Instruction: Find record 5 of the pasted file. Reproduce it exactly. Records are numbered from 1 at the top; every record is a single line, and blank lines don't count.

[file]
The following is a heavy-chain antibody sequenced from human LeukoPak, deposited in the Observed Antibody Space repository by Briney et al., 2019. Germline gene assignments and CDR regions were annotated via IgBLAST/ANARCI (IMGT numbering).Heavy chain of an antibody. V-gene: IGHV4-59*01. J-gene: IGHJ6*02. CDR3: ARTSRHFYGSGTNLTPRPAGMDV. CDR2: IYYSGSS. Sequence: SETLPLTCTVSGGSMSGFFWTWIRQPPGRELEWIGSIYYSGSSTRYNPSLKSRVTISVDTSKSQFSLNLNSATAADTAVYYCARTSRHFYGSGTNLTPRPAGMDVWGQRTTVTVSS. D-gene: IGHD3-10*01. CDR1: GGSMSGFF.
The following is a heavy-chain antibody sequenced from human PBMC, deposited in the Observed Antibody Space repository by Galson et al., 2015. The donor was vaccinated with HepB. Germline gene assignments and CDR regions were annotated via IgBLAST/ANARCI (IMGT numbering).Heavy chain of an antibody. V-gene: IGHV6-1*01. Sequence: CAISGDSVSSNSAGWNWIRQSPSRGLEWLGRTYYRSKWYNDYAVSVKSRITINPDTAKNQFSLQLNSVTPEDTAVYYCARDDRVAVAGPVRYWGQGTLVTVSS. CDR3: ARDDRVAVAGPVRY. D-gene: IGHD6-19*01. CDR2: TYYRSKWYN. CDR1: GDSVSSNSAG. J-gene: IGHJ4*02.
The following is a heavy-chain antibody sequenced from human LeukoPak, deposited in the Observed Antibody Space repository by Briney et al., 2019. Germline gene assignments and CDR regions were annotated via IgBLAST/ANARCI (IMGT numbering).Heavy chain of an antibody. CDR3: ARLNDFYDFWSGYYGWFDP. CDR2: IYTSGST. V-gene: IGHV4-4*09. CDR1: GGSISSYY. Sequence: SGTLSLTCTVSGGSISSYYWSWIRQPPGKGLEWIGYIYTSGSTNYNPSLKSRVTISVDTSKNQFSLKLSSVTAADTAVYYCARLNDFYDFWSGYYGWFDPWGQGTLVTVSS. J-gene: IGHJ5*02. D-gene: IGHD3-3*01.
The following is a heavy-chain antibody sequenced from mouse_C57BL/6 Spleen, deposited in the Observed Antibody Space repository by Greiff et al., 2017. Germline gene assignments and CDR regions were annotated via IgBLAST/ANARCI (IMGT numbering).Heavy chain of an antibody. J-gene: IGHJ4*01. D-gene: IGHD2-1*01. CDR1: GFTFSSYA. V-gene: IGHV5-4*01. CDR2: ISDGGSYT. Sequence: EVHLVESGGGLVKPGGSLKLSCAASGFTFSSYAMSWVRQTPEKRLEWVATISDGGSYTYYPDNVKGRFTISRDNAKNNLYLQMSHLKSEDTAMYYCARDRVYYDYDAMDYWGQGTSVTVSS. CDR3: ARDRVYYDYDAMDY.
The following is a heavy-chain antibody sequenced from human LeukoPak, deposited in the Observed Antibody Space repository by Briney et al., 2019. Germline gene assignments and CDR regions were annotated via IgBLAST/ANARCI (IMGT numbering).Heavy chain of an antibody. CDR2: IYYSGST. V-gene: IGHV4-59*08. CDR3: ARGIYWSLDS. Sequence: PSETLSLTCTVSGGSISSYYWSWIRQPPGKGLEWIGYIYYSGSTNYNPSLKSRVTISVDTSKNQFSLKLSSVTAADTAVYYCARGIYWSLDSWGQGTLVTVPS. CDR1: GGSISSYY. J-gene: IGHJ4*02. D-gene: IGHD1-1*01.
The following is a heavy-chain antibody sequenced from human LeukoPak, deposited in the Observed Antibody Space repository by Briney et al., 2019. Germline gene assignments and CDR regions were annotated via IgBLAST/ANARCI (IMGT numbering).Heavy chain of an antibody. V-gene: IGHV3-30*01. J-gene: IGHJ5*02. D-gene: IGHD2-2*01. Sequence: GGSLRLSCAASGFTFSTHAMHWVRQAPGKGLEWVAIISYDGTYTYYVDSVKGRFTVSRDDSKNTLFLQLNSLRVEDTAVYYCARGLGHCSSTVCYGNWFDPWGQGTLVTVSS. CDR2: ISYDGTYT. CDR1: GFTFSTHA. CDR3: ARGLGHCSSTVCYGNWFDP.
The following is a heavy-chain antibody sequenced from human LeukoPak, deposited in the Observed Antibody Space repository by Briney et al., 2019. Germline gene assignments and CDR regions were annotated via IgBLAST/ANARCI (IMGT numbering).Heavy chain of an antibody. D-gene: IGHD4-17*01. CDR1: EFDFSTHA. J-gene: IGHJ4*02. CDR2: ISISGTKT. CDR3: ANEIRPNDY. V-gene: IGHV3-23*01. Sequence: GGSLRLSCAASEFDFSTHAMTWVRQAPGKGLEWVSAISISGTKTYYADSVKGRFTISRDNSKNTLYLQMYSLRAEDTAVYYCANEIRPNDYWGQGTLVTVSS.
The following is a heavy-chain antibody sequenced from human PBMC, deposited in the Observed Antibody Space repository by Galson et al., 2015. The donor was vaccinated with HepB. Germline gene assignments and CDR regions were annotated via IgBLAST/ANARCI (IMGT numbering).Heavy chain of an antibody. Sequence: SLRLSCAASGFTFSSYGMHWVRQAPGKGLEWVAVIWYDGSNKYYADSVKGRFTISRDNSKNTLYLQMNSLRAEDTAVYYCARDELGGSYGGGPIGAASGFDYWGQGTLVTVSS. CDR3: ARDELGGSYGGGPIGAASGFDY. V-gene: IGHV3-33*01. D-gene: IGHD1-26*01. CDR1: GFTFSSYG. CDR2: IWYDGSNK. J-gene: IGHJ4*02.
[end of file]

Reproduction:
The following is a heavy-chain antibody sequenced from human LeukoPak, deposited in the Observed Antibody Space repository by Briney et al., 2019. Germline gene assignments and CDR regions were annotated via IgBLAST/ANARCI (IMGT numbering).Heavy chain of an antibody. CDR2: IYYSGST. V-gene: IGHV4-59*08. CDR3: ARGIYWSLDS. Sequence: PSETLSLTCTVSGGSISSYYWSWIRQPPGKGLEWIGYIYYSGSTNYNPSLKSRVTISVDTSKNQFSLKLSSVTAADTAVYYCARGIYWSLDSWGQGTLVTVPS. CDR1: GGSISSYY. J-gene: IGHJ4*02. D-gene: IGHD1-1*01.